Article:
Tubarões , Animais , Conservação dos Recursos Naturais , Teorema de Bayes , Pesqueiros , Ecossistema
Nat Commun ; 14(1): 15, 2023 01 17.
Artigo em Inglês | MEDLINE | ID: mdl-36650137


Sharks and rays are key functional components of coral reef ecosystems, yet many populations of a few species exhibit signs of depletion and local extinctions. The question is whether these declines forewarn of a global extinction crisis. We use IUCN Red List to quantify the status, trajectory, and threats to all coral reef sharks and rays worldwide. Here, we show that nearly two-thirds (59%) of the 134 coral-reef associated shark and ray species are threatened with extinction. Alongside marine mammals, sharks and rays are among the most threatened groups found on coral reefs. Overfishing is the main cause of elevated extinction risk, compounded by climate change and habitat degradation. Risk is greatest for species that are larger-bodied (less resilient and higher trophic level), widely distributed across several national jurisdictions (subject to a patchwork of management), and in nations with greater fishing pressure and weaker governance. Population declines have occurred over more than half a century, with greatest declines prior to 2005. Immediate action through local protections, combined with broad-scale fisheries management and Marine Protected Areas, is required to avoid extinctions and the loss of critical ecosystem function condemning reefs to a loss of shark and ray biodiversity and ecosystem services, limiting livelihoods and food security.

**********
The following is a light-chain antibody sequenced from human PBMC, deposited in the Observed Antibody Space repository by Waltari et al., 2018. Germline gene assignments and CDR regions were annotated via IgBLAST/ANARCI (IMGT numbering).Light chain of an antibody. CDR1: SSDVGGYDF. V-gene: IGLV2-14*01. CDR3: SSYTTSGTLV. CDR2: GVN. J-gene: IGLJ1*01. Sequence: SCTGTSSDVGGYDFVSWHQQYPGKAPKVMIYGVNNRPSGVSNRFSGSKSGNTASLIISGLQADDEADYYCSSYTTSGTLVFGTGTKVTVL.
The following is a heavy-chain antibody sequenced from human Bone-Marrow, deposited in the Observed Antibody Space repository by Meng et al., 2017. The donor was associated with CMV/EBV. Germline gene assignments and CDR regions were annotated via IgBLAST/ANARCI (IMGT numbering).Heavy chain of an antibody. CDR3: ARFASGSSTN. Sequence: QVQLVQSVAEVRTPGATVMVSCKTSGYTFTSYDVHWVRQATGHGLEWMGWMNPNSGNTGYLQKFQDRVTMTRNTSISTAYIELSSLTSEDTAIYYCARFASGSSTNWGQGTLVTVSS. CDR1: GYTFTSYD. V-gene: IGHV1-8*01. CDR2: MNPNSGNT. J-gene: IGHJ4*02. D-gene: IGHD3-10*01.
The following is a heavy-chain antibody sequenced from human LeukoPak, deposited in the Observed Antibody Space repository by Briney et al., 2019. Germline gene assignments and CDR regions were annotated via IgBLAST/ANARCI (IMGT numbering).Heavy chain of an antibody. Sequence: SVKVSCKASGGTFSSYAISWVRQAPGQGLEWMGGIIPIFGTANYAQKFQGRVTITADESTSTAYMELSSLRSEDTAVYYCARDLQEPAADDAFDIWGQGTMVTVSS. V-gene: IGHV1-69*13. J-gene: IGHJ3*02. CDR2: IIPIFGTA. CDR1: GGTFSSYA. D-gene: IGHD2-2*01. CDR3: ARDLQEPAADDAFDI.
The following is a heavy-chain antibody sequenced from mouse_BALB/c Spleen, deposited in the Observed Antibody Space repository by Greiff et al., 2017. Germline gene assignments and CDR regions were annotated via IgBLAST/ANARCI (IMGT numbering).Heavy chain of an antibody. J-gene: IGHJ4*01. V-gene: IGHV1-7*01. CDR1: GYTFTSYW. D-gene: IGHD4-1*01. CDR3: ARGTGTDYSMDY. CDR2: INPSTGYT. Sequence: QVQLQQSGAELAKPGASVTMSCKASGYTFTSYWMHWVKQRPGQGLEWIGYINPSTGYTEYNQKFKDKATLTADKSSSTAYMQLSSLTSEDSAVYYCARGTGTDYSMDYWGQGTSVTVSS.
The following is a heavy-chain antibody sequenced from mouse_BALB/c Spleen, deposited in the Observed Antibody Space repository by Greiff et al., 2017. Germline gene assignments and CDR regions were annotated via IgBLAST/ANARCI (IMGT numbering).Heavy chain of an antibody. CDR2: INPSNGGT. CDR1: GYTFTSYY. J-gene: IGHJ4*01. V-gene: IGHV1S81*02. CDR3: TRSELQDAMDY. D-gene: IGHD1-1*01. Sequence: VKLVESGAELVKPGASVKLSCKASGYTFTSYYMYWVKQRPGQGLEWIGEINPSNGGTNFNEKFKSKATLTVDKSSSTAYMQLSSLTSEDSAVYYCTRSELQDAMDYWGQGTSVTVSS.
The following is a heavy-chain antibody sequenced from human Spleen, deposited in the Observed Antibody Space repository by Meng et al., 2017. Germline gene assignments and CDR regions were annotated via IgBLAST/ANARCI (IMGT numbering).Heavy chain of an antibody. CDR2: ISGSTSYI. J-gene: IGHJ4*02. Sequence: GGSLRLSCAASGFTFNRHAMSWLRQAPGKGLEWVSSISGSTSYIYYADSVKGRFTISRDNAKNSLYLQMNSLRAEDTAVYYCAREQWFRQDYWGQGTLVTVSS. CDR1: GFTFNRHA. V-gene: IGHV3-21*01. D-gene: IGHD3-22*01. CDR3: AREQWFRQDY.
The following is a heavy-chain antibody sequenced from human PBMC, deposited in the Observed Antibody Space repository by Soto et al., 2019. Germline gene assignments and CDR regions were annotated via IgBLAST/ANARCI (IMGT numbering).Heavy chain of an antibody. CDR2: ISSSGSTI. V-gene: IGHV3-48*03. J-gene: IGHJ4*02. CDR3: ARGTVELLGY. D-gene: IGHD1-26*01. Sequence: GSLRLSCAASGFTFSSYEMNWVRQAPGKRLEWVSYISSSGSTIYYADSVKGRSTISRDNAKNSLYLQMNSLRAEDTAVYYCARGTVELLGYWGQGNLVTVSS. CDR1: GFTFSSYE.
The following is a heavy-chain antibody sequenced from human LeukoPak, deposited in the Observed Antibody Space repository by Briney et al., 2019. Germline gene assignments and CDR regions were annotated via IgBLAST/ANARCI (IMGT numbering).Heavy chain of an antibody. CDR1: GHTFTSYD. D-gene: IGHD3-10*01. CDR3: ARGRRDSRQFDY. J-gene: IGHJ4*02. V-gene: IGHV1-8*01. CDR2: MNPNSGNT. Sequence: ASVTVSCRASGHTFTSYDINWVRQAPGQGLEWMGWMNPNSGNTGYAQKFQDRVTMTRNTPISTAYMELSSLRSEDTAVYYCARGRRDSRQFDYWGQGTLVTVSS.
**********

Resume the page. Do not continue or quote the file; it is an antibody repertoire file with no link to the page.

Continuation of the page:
Recifes de Corais , Tubarões , Animais , Ecossistema , Conservação dos Recursos Naturais , Pesqueiros , Mamíferos
Sci Adv ; 7(7)2021 02.
Artigo em Inglês | MEDLINE | ID: mdl-33568471


Extinctions on land are often inferred from sparse sightings over time, but this technique is ill-suited for wide-ranging species. We develop a space-for-time approach to track the spatial contraction and drivers of decline of sawfishes. These iconic and endangered shark-like rays were once found in warm, coastal waters of 90 nations and are now presumed extinct in more than half (n = 46). Using dynamic geography theory, we predict that sawfishes are gone from at least nine additional nations. Overfishing and habitat loss have reduced spatial occupancy, leading to local extinctions in 55 of the 90 nations, which equates to 58.7% of their historical distribution. Retention bans and habitat protections are urgently necessary to secure a future for sawfishes and similar species.

Curr Biol ; 30(23): R1415-R1418, 2020 12 07.
Artigo em Inglês | MEDLINE | ID: mdl-33290706


The first baited, video-based global survey of coral reef sharks reveals widespread depletion and functional extinction from eight nations. The authors identify priority 'Goldilocks' nations with the necessary combination of governance and shark abundance to recover depleted shark populations.

Asteraceae , Tubarões , Animais , Conservação dos Recursos Naturais , Recifes de Corais , Inquéritos e Questionários